In another sign that the great pivot to net-zero emissions is well under way, the legacy aerospace and defense contractor Rolls-Royce Holdings has just announced a raft of new programs aimed at bringing down the carbon footprint of its products. The company’s ramped-up focus on clean technology could also make a significant impact on the global aviation sector as well as other hard-to-decarbonize industries.
Recently, Roll-Royce announced that it is firming up its decarbonization goals over multiple branches of the company. The latest Rolls-Royce announcement reflects the diversity of its operations, and its potential ability to interconnect with other sectors to accelerate the global net zero movement.
For example, Rolls Royce is currently developing a more efficient, next-generation version of its large-scale Trent XWB aircraft engine, with the expectation that the improvement will help make sustainable aviation fuels more economical, more quickly.
On its power systems business, Rolls Royce has also launched a microgrid system that can apply to industrial processes, and it is part of a small nuclear reactor (SMR) consortium that aims to decarbonize entire cities of up to 1 million people.
Improvements in aircraft engines (such as the one pictured above) and nuclear reactors may (or may not) be a necessary part of the global net zero journey, but they also represent modifications of existing technology in which shortcomings have already been exposed.
Bio-based aircraft fuels, for example, raise food supply and land use issues that have become even more fraught as the climate crisis worsens and a global biodiversity implosion looms.
In a similar vein, the emerging cybercrime crisis has highlighted vulnerabilities in the security of nuclear energy, exacerbating public fears about nuclear accidents and firming up local opposition to new nuclear power plants.
Though wind and solar projects may still attract local opposition, and routes for new transmission lines may also be matters of contention, those technologies do not carry the kind of cultural freight that conventional biofuel farming and nuclear energy have accumulated.
Accordingly, Rolls-Royce says it is also focusing on the parts of its business that could take advantage of the falling costs of wind and solar power. Some of its projects have already moved beyond the demonstration phase to enter the commercial market.
“We are investing in battery storage technology, demonstrating fuel cells and building a leading position in all-electric and hybrid-electric flight,” the company explains.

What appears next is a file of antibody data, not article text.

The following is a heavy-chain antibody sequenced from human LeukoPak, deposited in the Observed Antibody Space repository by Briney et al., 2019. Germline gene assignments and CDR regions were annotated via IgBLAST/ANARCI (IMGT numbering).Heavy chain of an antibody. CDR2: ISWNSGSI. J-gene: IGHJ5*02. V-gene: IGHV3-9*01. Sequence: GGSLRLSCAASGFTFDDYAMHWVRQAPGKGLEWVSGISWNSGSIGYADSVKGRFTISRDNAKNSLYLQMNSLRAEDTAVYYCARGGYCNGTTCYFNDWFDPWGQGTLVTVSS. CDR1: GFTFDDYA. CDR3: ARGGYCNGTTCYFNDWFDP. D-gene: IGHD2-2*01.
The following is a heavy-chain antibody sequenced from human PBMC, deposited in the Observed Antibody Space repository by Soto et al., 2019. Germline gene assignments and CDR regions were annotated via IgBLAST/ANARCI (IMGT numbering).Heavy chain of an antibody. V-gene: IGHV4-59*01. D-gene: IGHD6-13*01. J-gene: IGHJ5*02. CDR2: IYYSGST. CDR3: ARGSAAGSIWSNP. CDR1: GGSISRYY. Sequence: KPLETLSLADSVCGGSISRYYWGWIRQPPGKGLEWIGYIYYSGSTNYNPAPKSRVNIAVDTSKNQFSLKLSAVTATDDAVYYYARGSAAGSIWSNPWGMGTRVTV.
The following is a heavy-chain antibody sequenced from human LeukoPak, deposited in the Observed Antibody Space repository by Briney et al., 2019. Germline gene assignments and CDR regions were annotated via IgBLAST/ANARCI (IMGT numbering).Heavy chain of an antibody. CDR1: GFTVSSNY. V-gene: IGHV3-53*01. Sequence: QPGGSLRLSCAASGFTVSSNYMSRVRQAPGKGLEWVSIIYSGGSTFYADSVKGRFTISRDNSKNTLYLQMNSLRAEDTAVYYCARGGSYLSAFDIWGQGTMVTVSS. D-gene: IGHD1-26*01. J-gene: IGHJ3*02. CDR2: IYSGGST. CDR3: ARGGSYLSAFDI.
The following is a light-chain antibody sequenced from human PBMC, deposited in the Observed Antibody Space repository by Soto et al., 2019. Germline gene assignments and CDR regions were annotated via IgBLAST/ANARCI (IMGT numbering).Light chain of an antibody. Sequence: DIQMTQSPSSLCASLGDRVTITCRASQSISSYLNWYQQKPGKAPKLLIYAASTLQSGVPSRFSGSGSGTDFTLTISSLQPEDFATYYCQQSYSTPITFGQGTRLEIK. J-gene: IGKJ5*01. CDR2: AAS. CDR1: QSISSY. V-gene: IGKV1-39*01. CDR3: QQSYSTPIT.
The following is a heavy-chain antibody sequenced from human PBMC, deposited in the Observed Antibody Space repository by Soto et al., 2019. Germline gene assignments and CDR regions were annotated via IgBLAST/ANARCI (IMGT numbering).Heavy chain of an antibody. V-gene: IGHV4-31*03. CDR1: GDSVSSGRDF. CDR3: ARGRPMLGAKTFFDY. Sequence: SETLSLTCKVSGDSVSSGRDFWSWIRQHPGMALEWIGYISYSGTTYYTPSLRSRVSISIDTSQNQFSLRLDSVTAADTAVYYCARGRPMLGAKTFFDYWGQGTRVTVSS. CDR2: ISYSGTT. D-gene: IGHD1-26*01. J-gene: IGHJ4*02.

All-electric flight is still in the early stages, but the company has set a goal of more than 100 miles of flight on a single charge.
In addition, Rolls-Royce has built a new zero-emission fuel cell demonstrator project at its Friedrichshafen plant. The new demonstrator is designed to proof stationary power sources that could be used for emergency backup power, or to restart a system that has gone completely offline, in addition to serving as a main power source.
Rolls-Royce currently lists 50 percent of its gross R&D spending on “lower and net-zero carbon technologies,” and the new pledge will boost that total upward by 75 percent in less than five years, by 2025.
That will help bring Rolls-Royce’s own operations down to zero-emission status by 2030, according the company.
A far more challenging task is reducing the impact of Rolls Royce products across other segments of its business. That area is more formidable, partly because of the company’s role in the military sector where both performance and logistics are twin priorities that can present hurdles to new technologies. Nevertheless, the company has pledged to make its future combat-grade systems compatible with net-zero goals in only two years.
The maturing of a zero-emission military market could make an enormous difference in the rate of global decarbonization. The U.S. Department of Defense is legendary for its lavish spending on R&D, and in recent years that has included copious spending on new solar cells, energy storage systems, and other aspects of clean technology.
Rolls-Royce’s net-zero plans stand to gain from its military contracts in the U.S. Though domestic firms like GM are better known as suppliers to the U.S. military, Rolls-Royce also plays a key role. As of Fiscal Year 2020, the company ranked 36th in a field of 100 top U.S. Department of Defense's preferred contractors.
With Rolls-Royce firmly planting its feet in decarbonization mode, look for more legacy transportation, power systems and defense firms to dive into the net-zero pool.
Image credit: Rolls-Royce/Twitter
Tina writes frequently for TriplePundit and other websites, with a focus on military, government and corporate sustainability, clean tech research and emerging energy technologies. She is a former Deputy Director of Public Affairs of the New York City Department of Environmental Protection, and author of books and articles on recycling and other conservation themes. She is currently Deputy Director of Public Information for the County of Union, New Jersey. Views expressed here are her own and do not necessarily reflect agency policy.